Transcript Slide 1

The Odyssey
as told by Homer
translated by H.D. Rouse
presented by
Mrs. Price
Honors English I
"Now I will avow that men call me Odysseus, Sacker of Cities,
Laertes' son, a Prince of the Achaeans," said the Wanderer.
• Sequel to the Iliad (900 and 700 BC)
• The Iliad focuses on the days toward the end of the Trojan
War (mid 1200s BC)
• The Odyssey focuses on one of the soldiers who fought in
the Trojan War returning home 19 years after the
• The Iliad and the Odyssey together were considered sacred
to the Greeks—much like the Bible to many people today.
• Neither books were originally written down.
• Both were originally recited orally.
• Spartan King Menelaus’ wife Helen (the face that launched a
thousand ships) left him for the young Prince Paris of Troy.
• Greeks attacked Troy
• Agamemnon, brother of Menelaus, led the siege.
• Odysseus (main character in the Odyssey) was another hero
of the war.
• Odysseus was known not only for being a strong hero, but
also for being a wise/smart hero.
• Another hero, Achilles, died in the final year of the war.
• Greek forces were victorious!
• Wife: Penelope
• Son: Telemachus
• Great soldier of the war
• Originally tried to get out of going to the war—
pretended he was crazy
• Came up with the wooden-horse trick that lead to
Troy’s collapse.
• The Odyssey is the account of Odysseus’ journey home
after the war.
• Blind
• Minstrel/Singer from the island Chios
• Homer was a Rapsode or singer of tales.
• All historians/entertainers of Homer’s time
did not write their stories/facts down.
Not This
• An Epic is a long narrative poem
• Tells about the adventures of a hero
• Epics usually embody the values of the cultures for which they are
• The Iliad and the Odyssey were used in schools to teach Greek
• Values: honor, bravery, hospitality, intelligence, respect for the
gods, loyalty to home and family
• Major faults: disrespect for the gods, lack of hospitality, excessive
• Iliad is the primary model for epic of war
• Odyssey is the primary model for epic of the long journey
The term epic is also applied to novels,
dramas, and films which are grand in the
scale of their action or importance of
their subject matter --- with important
themes and heroes.
• Long, narrative poem
• Relates the deeds of an epic hero
• Incorporates myth, legend, folk tale, and
• Reflects the values of the society from
which they originate
• Tone is usually grand
• Heroes and adventures appear larger
than life
• Begins in medias res (Latin for “it begins in the middle
of things”), then flashes back to explain action leading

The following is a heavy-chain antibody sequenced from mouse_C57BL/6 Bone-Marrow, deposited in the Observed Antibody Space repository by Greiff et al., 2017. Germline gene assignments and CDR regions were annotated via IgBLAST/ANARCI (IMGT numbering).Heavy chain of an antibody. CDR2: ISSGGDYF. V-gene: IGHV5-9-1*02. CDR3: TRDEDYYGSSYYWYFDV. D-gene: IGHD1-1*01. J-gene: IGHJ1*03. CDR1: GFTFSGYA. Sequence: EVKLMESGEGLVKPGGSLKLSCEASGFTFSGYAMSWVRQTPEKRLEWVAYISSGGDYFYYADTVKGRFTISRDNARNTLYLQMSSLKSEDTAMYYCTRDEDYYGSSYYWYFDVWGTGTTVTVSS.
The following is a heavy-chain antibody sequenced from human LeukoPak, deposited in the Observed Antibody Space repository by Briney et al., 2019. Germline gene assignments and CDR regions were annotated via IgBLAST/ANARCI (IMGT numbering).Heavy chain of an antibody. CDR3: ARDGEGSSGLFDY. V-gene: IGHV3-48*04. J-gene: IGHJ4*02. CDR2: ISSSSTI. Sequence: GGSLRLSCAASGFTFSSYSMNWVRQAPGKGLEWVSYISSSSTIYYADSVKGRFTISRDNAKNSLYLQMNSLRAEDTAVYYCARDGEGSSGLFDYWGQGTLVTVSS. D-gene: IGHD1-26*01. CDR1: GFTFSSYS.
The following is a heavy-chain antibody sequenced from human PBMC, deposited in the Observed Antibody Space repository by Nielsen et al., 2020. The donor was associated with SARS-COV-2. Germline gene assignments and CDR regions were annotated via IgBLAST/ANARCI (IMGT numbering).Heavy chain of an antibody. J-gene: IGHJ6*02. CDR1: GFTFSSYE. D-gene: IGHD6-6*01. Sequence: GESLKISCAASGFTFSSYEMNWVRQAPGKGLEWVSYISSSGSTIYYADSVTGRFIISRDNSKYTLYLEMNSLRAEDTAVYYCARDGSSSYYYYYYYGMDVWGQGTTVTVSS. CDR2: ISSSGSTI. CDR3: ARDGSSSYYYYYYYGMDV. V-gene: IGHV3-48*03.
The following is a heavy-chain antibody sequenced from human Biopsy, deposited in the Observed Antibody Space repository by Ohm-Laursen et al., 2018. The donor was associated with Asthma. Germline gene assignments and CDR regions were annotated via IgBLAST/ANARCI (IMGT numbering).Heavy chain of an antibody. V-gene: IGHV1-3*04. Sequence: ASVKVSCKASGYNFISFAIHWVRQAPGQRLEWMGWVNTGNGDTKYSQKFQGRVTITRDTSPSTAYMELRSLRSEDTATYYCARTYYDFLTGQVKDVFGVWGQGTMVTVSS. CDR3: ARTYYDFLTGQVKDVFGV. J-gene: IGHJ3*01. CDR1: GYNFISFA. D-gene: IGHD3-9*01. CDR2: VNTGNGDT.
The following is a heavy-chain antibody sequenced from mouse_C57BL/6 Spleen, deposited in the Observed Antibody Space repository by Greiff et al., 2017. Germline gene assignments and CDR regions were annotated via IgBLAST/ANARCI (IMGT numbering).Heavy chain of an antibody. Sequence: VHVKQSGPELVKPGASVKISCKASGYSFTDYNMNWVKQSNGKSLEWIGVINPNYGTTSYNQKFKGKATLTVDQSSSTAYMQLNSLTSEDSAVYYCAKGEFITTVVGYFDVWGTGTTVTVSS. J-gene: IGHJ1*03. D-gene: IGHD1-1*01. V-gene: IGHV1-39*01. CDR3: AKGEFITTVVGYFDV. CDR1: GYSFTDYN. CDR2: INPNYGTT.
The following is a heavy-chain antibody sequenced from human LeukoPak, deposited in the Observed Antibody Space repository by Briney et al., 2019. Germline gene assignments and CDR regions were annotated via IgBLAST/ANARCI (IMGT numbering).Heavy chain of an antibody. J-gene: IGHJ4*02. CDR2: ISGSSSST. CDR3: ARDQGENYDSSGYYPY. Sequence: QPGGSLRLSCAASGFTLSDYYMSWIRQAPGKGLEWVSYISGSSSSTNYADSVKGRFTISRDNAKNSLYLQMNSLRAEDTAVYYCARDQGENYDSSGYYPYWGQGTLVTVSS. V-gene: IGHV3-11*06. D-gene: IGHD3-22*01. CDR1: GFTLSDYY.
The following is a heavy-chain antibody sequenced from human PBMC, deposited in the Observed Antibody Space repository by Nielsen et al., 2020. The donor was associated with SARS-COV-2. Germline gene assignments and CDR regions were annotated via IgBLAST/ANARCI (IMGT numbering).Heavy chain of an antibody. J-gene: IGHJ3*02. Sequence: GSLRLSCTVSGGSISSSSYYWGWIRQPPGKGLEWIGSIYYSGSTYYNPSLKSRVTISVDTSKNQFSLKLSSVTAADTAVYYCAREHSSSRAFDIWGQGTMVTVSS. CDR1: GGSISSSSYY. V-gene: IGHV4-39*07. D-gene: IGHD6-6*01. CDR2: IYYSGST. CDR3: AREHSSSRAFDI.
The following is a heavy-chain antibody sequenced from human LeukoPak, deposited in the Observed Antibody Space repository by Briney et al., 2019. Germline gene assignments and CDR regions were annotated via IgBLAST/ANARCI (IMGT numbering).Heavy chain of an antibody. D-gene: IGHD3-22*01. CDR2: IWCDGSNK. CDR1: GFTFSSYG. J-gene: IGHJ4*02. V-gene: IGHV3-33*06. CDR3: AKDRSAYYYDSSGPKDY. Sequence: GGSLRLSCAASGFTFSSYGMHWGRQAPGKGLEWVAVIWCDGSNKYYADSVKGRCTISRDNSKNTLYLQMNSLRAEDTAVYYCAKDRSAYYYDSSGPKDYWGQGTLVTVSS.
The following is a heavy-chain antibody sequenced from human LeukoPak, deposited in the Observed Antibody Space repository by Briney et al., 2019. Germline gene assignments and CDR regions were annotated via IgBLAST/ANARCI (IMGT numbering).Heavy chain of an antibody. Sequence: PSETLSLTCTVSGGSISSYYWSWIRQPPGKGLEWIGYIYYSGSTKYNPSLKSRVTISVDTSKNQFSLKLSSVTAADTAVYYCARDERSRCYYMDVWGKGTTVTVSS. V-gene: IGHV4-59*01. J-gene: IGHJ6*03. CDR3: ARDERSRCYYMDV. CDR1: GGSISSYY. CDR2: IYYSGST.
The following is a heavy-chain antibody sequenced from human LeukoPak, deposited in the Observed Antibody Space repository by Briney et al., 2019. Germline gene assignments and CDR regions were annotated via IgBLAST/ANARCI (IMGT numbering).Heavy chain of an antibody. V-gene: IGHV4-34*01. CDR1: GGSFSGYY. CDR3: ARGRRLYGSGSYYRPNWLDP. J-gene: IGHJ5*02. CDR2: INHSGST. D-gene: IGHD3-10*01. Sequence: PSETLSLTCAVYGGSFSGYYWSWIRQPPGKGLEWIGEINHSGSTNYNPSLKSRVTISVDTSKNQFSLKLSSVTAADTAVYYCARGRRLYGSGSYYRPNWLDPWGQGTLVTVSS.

up to that point
• Begins with an invocation or prayer to a god
• Always begins with a statement of theme
• Contains many epithets
• Contains long, formal speeches by many characters
• Frequently has
On a quest for
something of
great value
Of mixed divine
and human birth
Has a tragic flaw
During quest,
goes through
trials and
tribulations in
order to achieve
his goal
Villains try to
keep the hero
from his quest
Story in Ithaca about Odysseus’ wife and son as they await his
return (called the Telemachy)
Tale of Odysseus’ wanderings during the ten years following
the Trojan War
Merging of the strands when Odysseus returns to Ithaca and
joins forces with his son, Telemachus, to destroy their enemies
• A Myth is a traditional story from a particular
• It usually explains a belief of that culture, a ritual
of the culture, or a mysterious natural
• A Myth deals with humans and the unknown
• or, humans and gods
• Many times the god is an alter ego, or a reflection
of the hero’s best or worst characteristics
• Relates: how the world began and how humans and
animals were created along with certain customs and
• Emphasized the weakness of humans: cruelty, greed and
pride; showed human feelings.
• Greek Mythology
– No revelations: of spiritual teachings; Pre-Christian era
– Polytheistic: belief or worship of more than one god; a
combination of many tribes/myths.
– Cities devoted to one or many Gods: built temples and
had priests to protect, festivals, oracles.
The Epic
• Long narrative poem about the deeds of an epic hero
Epic Hero
• The central figure of an epic
• Actions are inspiring or noble
Epic Simile/Homeric Simile
• An ELABORATE comparison of unlike subjects
Tragic Flaw
• A weakness in the hero’s character
• Frequent use of words, places, characters, or objects that mean something beyond what they are on a literal
• Indicating through character or plot development an intention or attitude opposite to that which is actually
• The "mental pictures" that readers experience with a passage of literature
• Often appeals to senses
• Hints of future events in a piece of literature
• Writers’ technique in which the author interrupts the plot of the story to
recreate an incident of an earlier time (goes back in time; like giving the reader
a memory).
In Media res
• The classical tradition of opening an epic not in the chronological point at which
the sequence of events would start, but rather at the midway point of the story.